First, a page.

I've established our poverty. But I never knew we were poor. I remember having great fun with a pogo stick, a hula-hoop, and with friends playing outside. I knew other people had things (like TVs and nice houses, etc.) but I never felt I was missing anything. It just was what it was, and I thought that's how things were. I knew other poor kids, and my best friend was the daughter of a well-off physician who (gasp!) had an in-ground pool in their yard. But I didn't envy them; I just thought that was the way of things; some people had much and others did not.

I believe that kids are pretty accepting of the things they experience as "normal". Most abused kids don't know until much later that they were abused. Most well-off kids don't realize what a privilege they have. Most poor kids don't know that they are poor.

I don't have a specific age group in mind, although I'd think kids would probably start to understand social differences at 5?

According to the report cited below, it's very fuzzy at 5-7, starts becoming clearer at age 8 and above. (It's just one report, and it's limited in scope, but it's from the kids' mouths themselves, and pretty instructive.)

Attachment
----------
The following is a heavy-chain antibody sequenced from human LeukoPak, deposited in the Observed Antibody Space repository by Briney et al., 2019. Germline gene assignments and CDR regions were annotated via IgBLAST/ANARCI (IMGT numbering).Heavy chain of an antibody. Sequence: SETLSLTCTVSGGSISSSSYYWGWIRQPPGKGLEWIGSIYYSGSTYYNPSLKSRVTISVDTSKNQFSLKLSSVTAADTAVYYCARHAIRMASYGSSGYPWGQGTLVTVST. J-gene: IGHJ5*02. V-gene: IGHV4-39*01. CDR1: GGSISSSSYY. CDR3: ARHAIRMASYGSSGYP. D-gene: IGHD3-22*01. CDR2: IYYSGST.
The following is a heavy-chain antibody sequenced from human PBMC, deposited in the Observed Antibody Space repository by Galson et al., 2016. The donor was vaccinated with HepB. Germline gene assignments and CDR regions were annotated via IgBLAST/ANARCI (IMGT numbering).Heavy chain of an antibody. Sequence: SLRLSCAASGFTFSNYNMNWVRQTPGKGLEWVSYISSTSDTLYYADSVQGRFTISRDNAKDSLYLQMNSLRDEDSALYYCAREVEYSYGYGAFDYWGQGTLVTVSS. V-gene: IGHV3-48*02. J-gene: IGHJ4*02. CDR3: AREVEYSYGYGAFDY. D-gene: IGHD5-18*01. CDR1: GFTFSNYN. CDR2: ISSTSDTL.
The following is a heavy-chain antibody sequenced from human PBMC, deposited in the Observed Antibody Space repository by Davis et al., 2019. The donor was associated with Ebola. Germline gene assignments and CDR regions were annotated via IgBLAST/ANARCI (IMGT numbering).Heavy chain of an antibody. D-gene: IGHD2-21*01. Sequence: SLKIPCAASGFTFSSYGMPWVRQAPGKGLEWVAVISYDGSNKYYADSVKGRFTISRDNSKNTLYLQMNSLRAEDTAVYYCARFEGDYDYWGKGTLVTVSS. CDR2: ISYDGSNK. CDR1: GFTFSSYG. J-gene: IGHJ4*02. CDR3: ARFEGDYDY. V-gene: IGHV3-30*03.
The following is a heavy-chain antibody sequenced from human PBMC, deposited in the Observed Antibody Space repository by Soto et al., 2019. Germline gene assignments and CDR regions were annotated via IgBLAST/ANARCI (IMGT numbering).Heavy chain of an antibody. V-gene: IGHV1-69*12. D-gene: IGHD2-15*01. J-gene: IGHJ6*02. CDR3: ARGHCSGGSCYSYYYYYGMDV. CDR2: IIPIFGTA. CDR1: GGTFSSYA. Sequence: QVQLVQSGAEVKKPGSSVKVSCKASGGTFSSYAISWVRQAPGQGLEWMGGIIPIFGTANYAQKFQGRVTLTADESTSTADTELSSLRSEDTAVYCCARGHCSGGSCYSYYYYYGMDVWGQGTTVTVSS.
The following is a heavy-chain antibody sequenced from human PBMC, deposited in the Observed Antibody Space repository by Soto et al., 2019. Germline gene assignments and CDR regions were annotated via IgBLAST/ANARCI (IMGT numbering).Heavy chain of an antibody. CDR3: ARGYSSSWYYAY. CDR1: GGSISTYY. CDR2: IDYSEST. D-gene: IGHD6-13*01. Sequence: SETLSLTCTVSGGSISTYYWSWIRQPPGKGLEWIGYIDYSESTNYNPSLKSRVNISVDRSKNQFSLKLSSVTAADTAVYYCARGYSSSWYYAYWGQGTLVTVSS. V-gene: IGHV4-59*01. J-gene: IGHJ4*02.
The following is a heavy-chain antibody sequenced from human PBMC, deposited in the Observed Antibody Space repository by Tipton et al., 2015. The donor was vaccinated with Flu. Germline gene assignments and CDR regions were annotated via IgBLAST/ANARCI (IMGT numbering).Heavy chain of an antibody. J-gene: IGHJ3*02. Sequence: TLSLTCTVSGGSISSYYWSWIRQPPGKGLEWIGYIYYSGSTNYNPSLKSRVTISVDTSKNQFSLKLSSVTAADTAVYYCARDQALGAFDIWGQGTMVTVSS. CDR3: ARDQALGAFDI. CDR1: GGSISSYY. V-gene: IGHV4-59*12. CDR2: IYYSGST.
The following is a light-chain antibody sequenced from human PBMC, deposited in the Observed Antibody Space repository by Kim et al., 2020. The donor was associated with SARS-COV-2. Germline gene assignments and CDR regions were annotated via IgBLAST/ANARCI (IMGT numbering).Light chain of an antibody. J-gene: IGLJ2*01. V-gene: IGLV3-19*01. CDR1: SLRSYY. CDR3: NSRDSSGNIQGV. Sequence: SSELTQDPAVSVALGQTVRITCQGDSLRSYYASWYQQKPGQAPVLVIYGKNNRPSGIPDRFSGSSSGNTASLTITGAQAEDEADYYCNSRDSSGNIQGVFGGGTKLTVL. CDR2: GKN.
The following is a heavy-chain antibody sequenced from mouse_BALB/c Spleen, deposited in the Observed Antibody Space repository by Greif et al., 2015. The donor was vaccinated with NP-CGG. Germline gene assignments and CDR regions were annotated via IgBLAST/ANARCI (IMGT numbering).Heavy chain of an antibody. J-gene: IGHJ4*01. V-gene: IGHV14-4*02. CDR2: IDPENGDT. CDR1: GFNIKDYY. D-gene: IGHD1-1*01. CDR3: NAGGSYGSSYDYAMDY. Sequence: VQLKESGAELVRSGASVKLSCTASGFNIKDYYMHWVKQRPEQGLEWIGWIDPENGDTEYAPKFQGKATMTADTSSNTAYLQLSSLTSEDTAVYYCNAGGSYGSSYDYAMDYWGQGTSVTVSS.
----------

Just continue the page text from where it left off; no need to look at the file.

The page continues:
As parents, how do we explain to kids why others have things that we do not?

It depends on your core values. If you value the truth, just tell them that some people have more money than you do. Maybe they had rich parents, good luck, work three jobs, are (insert high-paid position here). That's just how it is, and that's the truth.

As a child, my parents once told me we don't have as much money as someone else that's why we cant buy [something], and I immediately heard that as we're poor and felt terrible about it.

Why did you feel terrible? Did you feel sorry for your parents? Were you ashamed of them or yourself? If so, examine, again, your core values.

If you highly value success or material things, you might feel ashamed of not being as successful/wealthy as others. This will inform your children.

If you value honesty/integrity/kindness/resilience/work ethic/other that has nothing to do with money or what it can buy, this will also inform your children.

My (ex)husband and I are physicians, so we were not in any way materially poor, but we were very careful not to raise children who had a sense of entitlement. When the kids were very young and we watched television together (in the days before streaming), we always discussed and dissected the television commercials we saw. Did people who drank beer really have more friends? Are people who drive expensive cars better than people who ride bikes or modest cars to work? Whatever the ad was trying to hawk, we talked about society, values, appeals to vanity, etc. Material possessions did not equate to happiness or personal worth.

What we are entitled to is also a core belief that should be discussed. Are we all entitled to big houses, nice cars, or the latest gadgets? Does it mean we are less worthy people if we don't have those things?